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I just can't seem to get the correct answer to this symmetry question in my book. "Introduction to molecular symmetry J.S.Ogden."

I am trying to find the reducible representations of both the $\ce{B-Cl}$ bond and the $\ce{B-B}$ bonds in $\ce{B_2Cl_4}$ in the point group of $D_\mathrm{2d}$.
The correct answer for both is $\Gamma_{\ce{B-Cl}}=A_1+B_1+E$ and $\Gamma_{\ce{B-B}}=A_1$.
My reducible representations are:

  • $\Gamma_{\ce{B-Cl}}=4,0,0,0,2$ for the $\ce{B-Cl}$ bond in the order $E, 2S_4, C_2, 2C', 2\sigma_\mathrm{d}$.
  • $\Gamma_{\ce{B-B}}= 1,0,1,0,1$.

Clearly either of these are not correct but honestly I can't see why! Your help is much appreciated! (I worked them out based on the number of bonds that remain unshifted during the respective symmetry operation. I have also made a little model for myself in Gaussian but it didn't really help.

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  • $\begingroup$ Why do you think that your reducible representations are not correct? Have you tried reducing them? If not, you should try it and add the result and how you got to it to your question. $\endgroup$ – Philipp Nov 16 '14 at 2:30
  • $\begingroup$ yes I have tried and they do not give the correct answer, So the $B-Cl$ bond representation gives me $A_1+B_2+E$ while the $B-B$ bond gives me fractional answers so I get a half $A_1$ which I know must be wrong. Both of these answers are wrong. I think my error lies in the determination of $\Gamma$ but two days later I still can't see where I'm wrong. $\endgroup$ – RedPen Nov 16 '14 at 10:25
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There seem to be two problems: the first is that your reducible representation for the $\ce{B-B}$ bond is wrong but your reducible representation for the $\ce{B-Cl}$ bonds seems to be correct and the second is that your book is apparently completely wrong. If I didn't make a mistake and my second assumption is correct then maybe you should think about switching to another book as it seems to raise more questions than it answers. But I'm not working regularly with group theory, so my analysis of the problem might be faulty, but maybe someone else can support or refute my answer.

Ok, here is my analysis: First, make yourself familiar with the symmetry operations of the $\mathrm{D}_{2\mathrm{d}}$ group. Have a look at this video for example. Now, I looked at the effect each symmetry operation has on the bonds I'm looking at. For that I will use the following depiction of $\ce{B2Cl4}$:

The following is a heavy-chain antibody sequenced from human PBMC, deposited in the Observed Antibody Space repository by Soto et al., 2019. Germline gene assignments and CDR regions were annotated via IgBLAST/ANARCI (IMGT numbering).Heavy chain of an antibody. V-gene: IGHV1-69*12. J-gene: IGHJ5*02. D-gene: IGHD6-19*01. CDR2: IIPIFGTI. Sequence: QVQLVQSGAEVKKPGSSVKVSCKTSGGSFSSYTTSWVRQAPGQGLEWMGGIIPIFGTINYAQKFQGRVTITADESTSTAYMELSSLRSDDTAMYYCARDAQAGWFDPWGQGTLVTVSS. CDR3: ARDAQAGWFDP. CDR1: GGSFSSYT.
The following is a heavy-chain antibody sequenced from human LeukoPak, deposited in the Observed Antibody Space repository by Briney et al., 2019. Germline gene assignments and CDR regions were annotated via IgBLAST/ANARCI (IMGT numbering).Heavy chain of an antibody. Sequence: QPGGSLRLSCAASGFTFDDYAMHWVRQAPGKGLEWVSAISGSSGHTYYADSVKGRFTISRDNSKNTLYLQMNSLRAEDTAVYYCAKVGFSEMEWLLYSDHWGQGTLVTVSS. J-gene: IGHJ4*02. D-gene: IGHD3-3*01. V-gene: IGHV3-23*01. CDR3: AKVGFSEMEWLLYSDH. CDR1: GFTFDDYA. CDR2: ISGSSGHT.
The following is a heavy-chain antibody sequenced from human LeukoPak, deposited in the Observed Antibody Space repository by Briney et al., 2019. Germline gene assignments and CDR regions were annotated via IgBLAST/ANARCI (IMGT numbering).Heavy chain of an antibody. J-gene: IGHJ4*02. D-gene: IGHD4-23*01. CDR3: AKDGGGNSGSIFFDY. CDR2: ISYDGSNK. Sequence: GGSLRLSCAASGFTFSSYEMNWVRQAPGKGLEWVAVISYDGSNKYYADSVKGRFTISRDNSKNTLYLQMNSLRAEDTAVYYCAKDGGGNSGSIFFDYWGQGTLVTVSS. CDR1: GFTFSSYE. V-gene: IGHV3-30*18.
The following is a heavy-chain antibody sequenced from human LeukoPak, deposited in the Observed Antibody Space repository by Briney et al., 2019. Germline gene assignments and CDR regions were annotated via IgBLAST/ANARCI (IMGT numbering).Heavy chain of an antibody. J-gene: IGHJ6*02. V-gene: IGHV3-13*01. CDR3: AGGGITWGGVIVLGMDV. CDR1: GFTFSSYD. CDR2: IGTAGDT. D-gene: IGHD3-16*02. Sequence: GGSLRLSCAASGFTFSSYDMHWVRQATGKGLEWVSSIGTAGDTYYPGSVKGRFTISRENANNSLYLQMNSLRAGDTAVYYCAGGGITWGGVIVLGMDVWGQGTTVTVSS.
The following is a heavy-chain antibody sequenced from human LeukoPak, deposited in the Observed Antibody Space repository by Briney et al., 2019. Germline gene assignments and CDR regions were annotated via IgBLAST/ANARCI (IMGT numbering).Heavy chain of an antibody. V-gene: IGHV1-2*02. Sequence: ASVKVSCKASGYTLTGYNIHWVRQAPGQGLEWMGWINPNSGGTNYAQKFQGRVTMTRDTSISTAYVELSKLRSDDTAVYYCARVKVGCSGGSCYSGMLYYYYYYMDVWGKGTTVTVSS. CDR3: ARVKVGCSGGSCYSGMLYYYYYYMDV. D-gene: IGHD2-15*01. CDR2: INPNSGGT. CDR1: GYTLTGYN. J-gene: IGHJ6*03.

For the $\ce{B-B}$ bond I used an arrow to indicate the direction of the bond for better emphasis as I will need that soon. In the following I will assume that you are familiar with the way characters are related to your reducible representation and how you get those characters from analyzing the changes of your basis vectors (in this case the bonds) under the symmetry operations of the group since you seem to have already used it to determine the reducible representations in your question. Furthermore, I use the following notation: The reducible representation of the $\ce{B-Cl}$ bonds will be denoted as $\Gamma_{\ce{B-Cl}}$ and the character of the symmetry operation $C_{2}$ for this reducible representation will be denoted as $\Gamma_{\ce{B-Cl}}(C_{2})$.

Ok, let's see what the symmetry operations of the $\mathrm{D}_{2\mathrm{d}}$ group do to this structure, so that we can get the reducible representations: The $E$ operation does nothing to the structure, i.e. all four $\ce{B-Cl}$ bonds and the one $\ce{B-B}$ bond stay where they are. Thus you get a character of $4$ for $\Gamma_{\ce{B-Cl}}(E)$ and a character of $1$ for $\Gamma_{\ce{B-B}}(E)$.

Now, we come to the improper axis $S_{4}$. It rotates along the long the $\ce{B-B}$ bond and mirrors perpendicular to it:

As you can see the red and the dark red $\ce{Cl}$ atoms switched places and the same is true for the blue and the cyan $\ce{Cl}$ atoms. So the $\ce{B-Cl}$ bonds are completely rearranged, none keeps its location or direction, and thus you get $\Gamma_{\ce{B-Cl}}(S_{4}) = 0$. Since the mirror plane is perpedicular to the $\ce{B-B}$ bond the two $\ce{B}$ atoms' positions are exchanged and thus the $\ce{B-B}$ bond - while keeping its location - reverses its direction, and thus you get $\Gamma_{\ce{B-B}}(S_{4}) = -1$.

Next, we look at the principle $C_{2}$ rotation along the $\ce{B-B}$ bond. It converts your molecule to the following: